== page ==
The title is an intriguing misnomer. Erotic stories? Sure, any time. But for Punjabi widows? In a patriarchal society, widows are deemed to be even lesser beings than women and somehow supposed to be asexual beings, bereft of desires and fancies once their better halves leave for their heavenly abode. The word “widow” conjures the image of a lady clad in white, engaged either in religious or household chores. That such a creature could have erotic stories to share or sexual fantasies, takes time to get used to. Once you get used to the idea, the surreptitious thrill of enjoying something forbidden also screams out loud from the title. I quickly ordered a copy online. Now I happened to be travelling and thanks to the title, was extremely uncomfortable about getting it delivered to a neighbour’s house for safekeeping. After that, I could not bring myself to say the name of the book when asked by an elderly uncle what I was reading currently.

The story is set in Southall and Enfield, London. The protagonist is a young British girl of Indian origin, Nikki, who is trying to figure out what she wants to do in life. Brought up in Enfield, which is a more British part of London, she gets tricked into an assignment to take writing class for Punjabi windows in a Gurudwara in Southall. She wants to “help the women” and believes that “everyone has stories to tell. It would be a rewarding experience to help Punjabi women to craft their stories”.

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Submissions open for The Best Asian Speculative Fiction anthology!

This Call for Submissions is now closed. Authors of selected stories for the anthology have already heard from us. As informed in our emails earlier, we are unable to send individual rejections. We wish you good luck with your submissions elsewhere. Please do bookmark our website and check for future calls. 

Kitaab is seeking high quality short stories for The Best Asian Speculative Fiction anthology to be published next year. We take a liberal approach towards defining the speculative and will look beyond popular categories of science-fiction, fantasy and horror though these are very much welcome. Our anthology editor is looking forward to reading a variety of stories which could include dystopian, apocalyptic, post-apocalyptic, weird, utopian, alternate history, superhero and any permutations and combinations of these. But first and foremost your story should be engaging with attention to characterisation and plot.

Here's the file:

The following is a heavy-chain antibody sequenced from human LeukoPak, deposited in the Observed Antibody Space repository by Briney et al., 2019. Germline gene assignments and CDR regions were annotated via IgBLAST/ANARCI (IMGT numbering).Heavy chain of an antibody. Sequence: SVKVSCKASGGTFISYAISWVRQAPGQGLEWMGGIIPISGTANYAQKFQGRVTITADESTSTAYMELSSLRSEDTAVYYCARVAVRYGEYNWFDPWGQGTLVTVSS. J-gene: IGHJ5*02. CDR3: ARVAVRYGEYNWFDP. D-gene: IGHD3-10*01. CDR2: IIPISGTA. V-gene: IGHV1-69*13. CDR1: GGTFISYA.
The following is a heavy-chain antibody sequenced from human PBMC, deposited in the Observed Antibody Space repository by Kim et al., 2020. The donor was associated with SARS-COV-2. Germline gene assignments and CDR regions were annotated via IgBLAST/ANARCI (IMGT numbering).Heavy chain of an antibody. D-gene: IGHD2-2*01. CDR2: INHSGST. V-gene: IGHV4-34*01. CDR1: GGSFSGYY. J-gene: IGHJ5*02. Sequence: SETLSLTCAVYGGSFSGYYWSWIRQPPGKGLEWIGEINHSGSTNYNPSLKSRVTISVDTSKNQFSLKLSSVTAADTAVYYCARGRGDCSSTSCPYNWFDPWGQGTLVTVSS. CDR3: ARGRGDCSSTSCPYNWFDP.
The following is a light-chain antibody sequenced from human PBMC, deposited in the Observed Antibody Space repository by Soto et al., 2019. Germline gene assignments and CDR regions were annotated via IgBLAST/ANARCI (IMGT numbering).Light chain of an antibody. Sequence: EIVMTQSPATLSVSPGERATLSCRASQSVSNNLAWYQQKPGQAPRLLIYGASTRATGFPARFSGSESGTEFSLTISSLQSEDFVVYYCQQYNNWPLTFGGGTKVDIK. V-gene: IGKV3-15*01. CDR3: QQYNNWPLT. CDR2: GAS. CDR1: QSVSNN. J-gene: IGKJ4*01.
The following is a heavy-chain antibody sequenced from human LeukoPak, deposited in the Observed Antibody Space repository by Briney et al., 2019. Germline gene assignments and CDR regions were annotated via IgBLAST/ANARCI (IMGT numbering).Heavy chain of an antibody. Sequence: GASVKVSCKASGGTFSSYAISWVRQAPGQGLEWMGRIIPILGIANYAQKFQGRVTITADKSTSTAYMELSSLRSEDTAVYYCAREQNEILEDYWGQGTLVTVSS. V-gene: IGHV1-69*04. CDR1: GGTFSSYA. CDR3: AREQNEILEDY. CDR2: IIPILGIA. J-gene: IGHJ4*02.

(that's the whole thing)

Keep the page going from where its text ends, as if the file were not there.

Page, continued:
Give us stellar tales that slip past the quotidian and the mundane, transporting your reader to the edges of the possible and realms further still. Whisk us away to Murakamiesque wonderlands or Huxleian cacotopias; indulge us with the outré, the outlandish, the uncanny. We are looking here for a whiff of the Asimovian imagination, a taste of Lovecraftian weird, a dash of Atwoodesque futures. Take us on journeys through chinks of space-time, fling us into situations of climate change horror. No fan fiction please. Give us mind-blowing originals.

The best three stories (decided by the editor) will get cash prizes or Amazon vouchers (worth $50 each)! All selected contributors will each receive 2 complimentary copies of the final publication. 

If you are interested to delve a little deeper into speculative fiction, here is an article by Annie Neugebauer.

The Best Asian Speculative Fiction anthology will be edited by Rajat Chaudhuri on behalf of Kitaab, Singapore. Rajat is the author of three works of fiction – Hotel CalcuttaAmber Dusk and a collection of stories in Bengali titled Calculus. He has been a Charles Wallace Creative Writing Fellow at the University of Chichester, United Kingdom, a Hawthornden Castle Fellow, Scotland, a Korean Arts Council-InKo Fellow resident at Toji Cultural Centre, South Korea and a Sangam House India resident writer. This year, he was a judge for the short story segment of Asian English Olympics organised by BINUS university, Indonesia.